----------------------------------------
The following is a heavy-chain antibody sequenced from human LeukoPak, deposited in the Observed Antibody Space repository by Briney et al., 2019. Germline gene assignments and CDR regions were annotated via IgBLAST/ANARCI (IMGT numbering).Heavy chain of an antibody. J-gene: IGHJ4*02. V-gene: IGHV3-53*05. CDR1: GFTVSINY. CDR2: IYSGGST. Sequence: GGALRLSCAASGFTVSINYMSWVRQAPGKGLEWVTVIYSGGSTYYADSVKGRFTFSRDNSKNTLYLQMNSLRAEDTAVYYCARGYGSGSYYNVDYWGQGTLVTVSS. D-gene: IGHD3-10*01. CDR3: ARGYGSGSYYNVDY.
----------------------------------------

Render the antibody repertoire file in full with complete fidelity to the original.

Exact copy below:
The following is a heavy-chain antibody sequenced from human LeukoPak, deposited in the Observed Antibody Space repository by Briney et al., 2019. Germline gene assignments and CDR regions were annotated via IgBLAST/ANARCI (IMGT numbering).Heavy chain of an antibody. J-gene: IGHJ4*02. V-gene: IGHV3-53*05. CDR1: GFTVSINY. CDR2: IYSGGST. Sequence: GGALRLSCAASGFTVSINYMSWVRQAPGKGLEWVTVIYSGGSTYYADSVKGRFTFSRDNSKNTLYLQMNSLRAEDTAVYYCARGYGSGSYYNVDYWGQGTLVTVSS. D-gene: IGHD3-10*01. CDR3: ARGYGSGSYYNVDY.